Thursday, 7 February 2013

Judgement and juryment

Judgement-I'm trying to stop it.Aware that I'm preprogrammed to judge and that my whole culture does it on a daily basis,I'm coming to the conclusion that judging decreases my quality of like (and potentially others).Its like this: You do something 'wrong', you're 'bad'-the feelings are possibly a mixture of guilt,depression and shame.Now that is a mental position-its not a fact-that you are wrong that you are bad etc. So my new position is I feel remorse,I witness the effect of what I did,I refrain from judging myself and others.Instead I feel my feelings,I listen to the feelings of the others in the equation, I learn about how much they valued something which was taken away,destroyed or damaged. I witness that I, too have a value system and how I feel and how this contributed to my course of action. I listen empathetically to myself and give myself a chance to do something different next time. I ask what the person I affected would like me to do differently next time. This is not semantic romantics;it isnt liberal 'touchy feely' claptrap. I've been doing this for a few years now with remarkable success.I have grown closer to others,connected with myself and experienced less shame,anger, guilt, fear and depression.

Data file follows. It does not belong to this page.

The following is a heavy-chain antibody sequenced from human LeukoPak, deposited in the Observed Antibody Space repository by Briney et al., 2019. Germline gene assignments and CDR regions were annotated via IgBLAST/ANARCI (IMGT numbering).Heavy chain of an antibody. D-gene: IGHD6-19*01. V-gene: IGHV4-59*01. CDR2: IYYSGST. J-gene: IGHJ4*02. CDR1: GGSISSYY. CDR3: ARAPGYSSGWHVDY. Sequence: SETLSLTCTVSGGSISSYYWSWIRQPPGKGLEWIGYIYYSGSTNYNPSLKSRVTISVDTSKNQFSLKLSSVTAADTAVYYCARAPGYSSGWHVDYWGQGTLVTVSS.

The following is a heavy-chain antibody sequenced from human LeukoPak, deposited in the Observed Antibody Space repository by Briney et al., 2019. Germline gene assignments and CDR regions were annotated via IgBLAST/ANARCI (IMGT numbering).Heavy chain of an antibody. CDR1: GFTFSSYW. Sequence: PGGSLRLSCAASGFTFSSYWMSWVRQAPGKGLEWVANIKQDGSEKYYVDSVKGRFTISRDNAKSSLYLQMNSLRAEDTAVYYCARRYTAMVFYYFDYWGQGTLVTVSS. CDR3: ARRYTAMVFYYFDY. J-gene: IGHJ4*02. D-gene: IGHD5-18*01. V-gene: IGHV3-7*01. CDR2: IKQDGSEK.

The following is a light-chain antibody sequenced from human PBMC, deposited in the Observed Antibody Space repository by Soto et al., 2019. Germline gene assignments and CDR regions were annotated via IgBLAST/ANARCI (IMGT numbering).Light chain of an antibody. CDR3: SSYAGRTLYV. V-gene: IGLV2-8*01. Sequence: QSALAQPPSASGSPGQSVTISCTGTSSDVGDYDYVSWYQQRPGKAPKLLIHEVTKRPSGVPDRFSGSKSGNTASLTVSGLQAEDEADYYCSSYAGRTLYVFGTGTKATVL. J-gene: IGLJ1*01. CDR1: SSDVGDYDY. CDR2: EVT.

Judgement needs a perpertrator and, neccessarily, a victim.It just occurred to me that judgement removes personal responsibility.It can entrap both 'victim'and 'perpertrator'.Blame imprisons. How many times have I heard the bitterness in the victim even though the perpertrator is imprisoned.or dead-they've been executed. It doesn't change their stance or feelings.They still feel (or should I say think) themselves wronged.. The other compassionate approach has neither.It frees you because you can actually feel,you can communicate compassionately (with yourself and others).You are in charge of your thoughts and therefore the  feelings which follow them. True, their ingrained nature can make habitual thoughts hard to shift.

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